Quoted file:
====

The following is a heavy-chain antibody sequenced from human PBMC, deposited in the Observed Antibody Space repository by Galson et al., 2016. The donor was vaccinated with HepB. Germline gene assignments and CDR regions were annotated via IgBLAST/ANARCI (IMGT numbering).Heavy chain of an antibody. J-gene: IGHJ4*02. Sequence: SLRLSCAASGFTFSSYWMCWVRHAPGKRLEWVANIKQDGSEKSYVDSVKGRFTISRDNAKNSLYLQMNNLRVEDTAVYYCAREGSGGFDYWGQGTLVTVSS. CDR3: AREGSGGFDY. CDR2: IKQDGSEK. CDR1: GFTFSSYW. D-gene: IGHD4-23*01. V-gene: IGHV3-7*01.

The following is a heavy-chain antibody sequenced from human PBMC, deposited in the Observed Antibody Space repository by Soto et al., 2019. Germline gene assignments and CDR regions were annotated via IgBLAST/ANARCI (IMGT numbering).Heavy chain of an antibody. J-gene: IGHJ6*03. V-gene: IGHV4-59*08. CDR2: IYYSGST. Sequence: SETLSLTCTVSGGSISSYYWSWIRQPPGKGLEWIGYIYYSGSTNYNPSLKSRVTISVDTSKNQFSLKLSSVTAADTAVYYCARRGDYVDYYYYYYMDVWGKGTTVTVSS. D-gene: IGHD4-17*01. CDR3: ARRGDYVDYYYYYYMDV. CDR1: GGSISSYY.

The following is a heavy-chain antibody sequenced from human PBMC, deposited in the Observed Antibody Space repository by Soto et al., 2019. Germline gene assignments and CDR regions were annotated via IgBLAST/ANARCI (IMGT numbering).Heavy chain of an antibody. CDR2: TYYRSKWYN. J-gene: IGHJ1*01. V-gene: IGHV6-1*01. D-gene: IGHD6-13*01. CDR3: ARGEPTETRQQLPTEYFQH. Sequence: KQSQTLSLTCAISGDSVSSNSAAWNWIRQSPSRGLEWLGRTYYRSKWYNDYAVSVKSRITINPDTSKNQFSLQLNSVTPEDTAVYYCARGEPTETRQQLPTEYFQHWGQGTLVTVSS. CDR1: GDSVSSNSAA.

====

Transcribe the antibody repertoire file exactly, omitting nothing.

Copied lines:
The following is a heavy-chain antibody sequenced from human PBMC, deposited in the Observed Antibody Space repository by Galson et al., 2016. The donor was vaccinated with HepB. Germline gene assignments and CDR regions were annotated via IgBLAST/ANARCI (IMGT numbering).Heavy chain of an antibody. J-gene: IGHJ4*02. Sequence: SLRLSCAASGFTFSSYWMCWVRHAPGKRLEWVANIKQDGSEKSYVDSVKGRFTISRDNAKNSLYLQMNNLRVEDTAVYYCAREGSGGFDYWGQGTLVTVSS. CDR3: AREGSGGFDY. CDR2: IKQDGSEK. CDR1: GFTFSSYW. D-gene: IGHD4-23*01. V-gene: IGHV3-7*01.

The following is a heavy-chain antibody sequenced from human PBMC, deposited in the Observed Antibody Space repository by Soto et al., 2019. Germline gene assignments and CDR regions were annotated via IgBLAST/ANARCI (IMGT numbering).Heavy chain of an antibody. J-gene: IGHJ6*03. V-gene: IGHV4-59*08. CDR2: IYYSGST. Sequence: SETLSLTCTVSGGSISSYYWSWIRQPPGKGLEWIGYIYYSGSTNYNPSLKSRVTISVDTSKNQFSLKLSSVTAADTAVYYCARRGDYVDYYYYYYMDVWGKGTTVTVSS. D-gene: IGHD4-17*01. CDR3: ARRGDYVDYYYYYYMDV. CDR1: GGSISSYY.

The following is a heavy-chain antibody sequenced from human PBMC, deposited in the Observed Antibody Space repository by Soto et al., 2019. Germline gene assignments and CDR regions were annotated via IgBLAST/ANARCI (IMGT numbering).Heavy chain of an antibody. CDR2: TYYRSKWYN. J-gene: IGHJ1*01. V-gene: IGHV6-1*01. D-gene: IGHD6-13*01. CDR3: ARGEPTETRQQLPTEYFQH. Sequence: KQSQTLSLTCAISGDSVSSNSAAWNWIRQSPSRGLEWLGRTYYRSKWYNDYAVSVKSRITINPDTSKNQFSLQLNSVTPEDTAVYYCARGEPTETRQQLPTEYFQHWGQGTLVTVSS. CDR1: GDSVSSNSAA.